Wednesday, April 25, 2012

The Brits Indulge in a Little Ethnic Cleansing

Oh, to be in London in the springtime of the year. The rain is pelting down and gales lash against the White Cliffs of Dover. The Conservatives are in power, Rupert Murdoch's being persecuted and it's less than a hundred days until the Olympics begin.

They're being held in what was and is known as the East End of London, traditionally one of the poorest areas in the city. And one of the most ethnically diverse.

For any of you would-be Anglophiles, who get your knowledge of Brit-Life from the likes of Katty Kay or PBS repeats of Eastenders, the East End used to look like this:

But now, it looks more like this:-

There's been quite a bit of controversy in the news lately about what's effectively been described as sociological ethnic cleansing centering around certain areas of London.

Let me explain something. In the UK, there is, as in the US, swathes of government-subsidised housing for low income people. That which we would call "the projects," the Brits refer to as "council estates" (as in maintained with government assistance by the local councils). But since Maggie Thatcher made it possible for tenants to buy their rented council properties, there have been few new council properties being built. Instead, the government has been encouraging private landlords to rent their properties to local councils in order to house low-income people. Rents are guaranteed to be paid by the council, as most tenants are on housing benefit anyway - which means they get reimbursed part of the rent they pay by the government.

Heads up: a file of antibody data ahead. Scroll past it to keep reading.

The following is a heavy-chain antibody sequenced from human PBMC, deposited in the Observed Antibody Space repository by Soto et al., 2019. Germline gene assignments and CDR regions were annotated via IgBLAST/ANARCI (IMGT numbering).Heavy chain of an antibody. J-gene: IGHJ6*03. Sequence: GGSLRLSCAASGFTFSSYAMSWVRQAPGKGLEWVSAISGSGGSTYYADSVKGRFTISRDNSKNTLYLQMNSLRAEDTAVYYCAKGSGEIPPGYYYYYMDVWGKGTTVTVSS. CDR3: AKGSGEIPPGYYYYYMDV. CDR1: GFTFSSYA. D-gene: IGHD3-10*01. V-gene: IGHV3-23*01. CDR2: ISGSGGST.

But there's a problem now with rents and property values rising. Because whilst the East End houses lots of poor people - most of whom are immigrants with brown or black skin - it's also very close to the financial sector, and now the rich, young banksters are buying up properties and sending real estate values sky high.

Result? The local councils can no longer afford to subsidise poor people when landlords' rents and property values, in general, are rising.

Solution? The Tories (that's Conservatives) have it sussed: ship the council tenants out of London, get some mug council someplace in the North of England, where it's cheaper (and whiter) to take on a bundle of people too poor to pay a real rent. Especially from the East End, which is going to be swamped with American tourists here for the Olympics this year.